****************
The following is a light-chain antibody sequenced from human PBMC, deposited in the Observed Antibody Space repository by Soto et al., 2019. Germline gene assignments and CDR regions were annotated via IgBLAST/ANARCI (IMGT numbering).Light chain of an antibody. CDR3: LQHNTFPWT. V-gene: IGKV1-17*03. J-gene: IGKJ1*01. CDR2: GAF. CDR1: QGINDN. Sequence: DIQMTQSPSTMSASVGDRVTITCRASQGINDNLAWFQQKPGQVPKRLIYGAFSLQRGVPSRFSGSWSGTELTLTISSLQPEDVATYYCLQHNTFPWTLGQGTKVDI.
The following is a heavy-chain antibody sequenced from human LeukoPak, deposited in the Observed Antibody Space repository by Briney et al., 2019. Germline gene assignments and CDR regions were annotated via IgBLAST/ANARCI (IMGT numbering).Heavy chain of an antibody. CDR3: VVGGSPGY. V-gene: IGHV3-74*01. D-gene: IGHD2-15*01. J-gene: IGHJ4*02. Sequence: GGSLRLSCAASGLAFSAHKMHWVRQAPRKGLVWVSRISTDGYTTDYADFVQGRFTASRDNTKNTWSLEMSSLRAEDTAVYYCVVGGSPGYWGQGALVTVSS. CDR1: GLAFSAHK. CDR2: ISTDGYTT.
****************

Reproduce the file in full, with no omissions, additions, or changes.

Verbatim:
The following is a light-chain antibody sequenced from human PBMC, deposited in the Observed Antibody Space repository by Soto et al., 2019. Germline gene assignments and CDR regions were annotated via IgBLAST/ANARCI (IMGT numbering).Light chain of an antibody. CDR3: LQHNTFPWT. V-gene: IGKV1-17*03. J-gene: IGKJ1*01. CDR2: GAF. CDR1: QGINDN. Sequence: DIQMTQSPSTMSASVGDRVTITCRASQGINDNLAWFQQKPGQVPKRLIYGAFSLQRGVPSRFSGSWSGTELTLTISSLQPEDVATYYCLQHNTFPWTLGQGTKVDI.
The following is a heavy-chain antibody sequenced from human LeukoPak, deposited in the Observed Antibody Space repository by Briney et al., 2019. Germline gene assignments and CDR regions were annotated via IgBLAST/ANARCI (IMGT numbering).Heavy chain of an antibody. CDR3: VVGGSPGY. V-gene: IGHV3-74*01. D-gene: IGHD2-15*01. J-gene: IGHJ4*02. Sequence: GGSLRLSCAASGLAFSAHKMHWVRQAPRKGLVWVSRISTDGYTTDYADFVQGRFTASRDNTKNTWSLEMSSLRAEDTAVYYCVVGGSPGYWGQGALVTVSS. CDR1: GLAFSAHK. CDR2: ISTDGYTT.